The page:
Are you planning to come to New Zealand to ride in the comps here?–Alistair Potts

Right now, I don’t have any plans to go to New Zealand. If the opportunity ever came up where I had the chance to go, I would jump on it. I’ve been told that it’s a beautiful country and the people are very friendly.–Chris

I noticed that a couple years back, you decided to make the move from North Carolina to Pennsylvania. Why did you decide to make the move in the first place, and what makes you stay around the area? Thank you.–Adam Volinchak

When I first moved, I just wanted to try something different. I had lived in North Carolina for nine years and just wanted to see what else was out there. Pennsylvania seemed like a good place to move; I have a lot of good friends up here and the riding is amazing. Right now, I have no reason to leave. I see myself being here for a while; however, it’s still good to go home to see my family and friends and escape the cold winter for a few weeks.–Chris

I’ve been studying your riding lately and it’s unbelievable; the smoothness, style, and perfection of it can’t be matched. You are known for being one of the best-ever trail riders and you can even kill it on park too, but where on earth do hang fives come from? You can do hang fives and do them very well; doesn’t that seem like a completely different end of riding? In my opinion, it’s awesome. How long did it take you to learn them?–No name given

Thanks a lot. I learned them a long time ago when I was like 15 or so. I remember it took about three weeks or so for me to actually get to the point where I could balance without flipping over. It wasn’t until recently I started taking it to ramps. I dabble around with flatland from time to time, so I don’t think it’s that out of the ordinary for me to be doing hang fives. They’re fun, and I highly suggest them to anyone, but give it time–it doesn’t happen overnight.–Chris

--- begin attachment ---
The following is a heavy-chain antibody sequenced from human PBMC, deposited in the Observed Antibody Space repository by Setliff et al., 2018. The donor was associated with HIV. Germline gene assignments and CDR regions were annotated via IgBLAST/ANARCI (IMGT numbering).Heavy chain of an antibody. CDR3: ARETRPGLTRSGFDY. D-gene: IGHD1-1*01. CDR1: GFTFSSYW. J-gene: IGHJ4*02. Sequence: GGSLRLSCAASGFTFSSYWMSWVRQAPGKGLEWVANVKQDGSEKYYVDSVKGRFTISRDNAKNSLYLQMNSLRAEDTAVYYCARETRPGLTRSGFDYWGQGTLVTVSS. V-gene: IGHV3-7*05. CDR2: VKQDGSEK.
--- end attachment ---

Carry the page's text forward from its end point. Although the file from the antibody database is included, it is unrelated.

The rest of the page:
What motivates you the most to ride?–No name given

You can gather motivation from anything: videos, magazines, music, good sessions, etc. My heaviest motivation probably comes from good sessions with friends when everyone’s getting along, goofing around, and having a good time.–Chris

Ever since I first saw you ride in Road Fools 8 I thought you were nuts, now I know you are. You can do turndowns more clicked than anyone out there. How does it feel to be able to place in the top three in almost every contest you enter without ever having to spin more than three hundred sixty degrees or go upside-down or anything like that? How long did it take you to learn tailwhips? You are one of the best bike whippers out there.–Tom Boyd, Minnesota

Thanks Tom. I really don’t know how most contests are judged. I think that so many people are doing flip tricks nowadays that the judges like it when you do something a little bit different than what everyone else is doing. I don’t know if flip tricks are harder than 360 tricks but, in my opinion, I think 360 tricks just look better. Maybe the judges think so too. It took me about two weeks to learn tailwhips and then a couple months to get them dialed in. Thanks for the compliment!–Chris

What type of brake cable do you use? I notice you do whips and double barspins with no detangler! It doesn’t seem to hurt your flow. Your frame kicks ass!–“Skier” J. Eichhorst

Hello Skier, glad to hear you’re still enjoying the frame. I use a regular inner cable with a derailleur cable housing. The derailleur cable is not coiled like a brake cable, which keeps it from binding up and grabbing your brakes. The bad thing is, it only lasts about two months, so you should buy a couple feet at once so you don’t get stranded without a cable.–Chris

Do you ever get bored with your ever-so-famous turndown? Also, how long did it take to get them so clicked? Thanks.–Stu F., Wellingborough , UK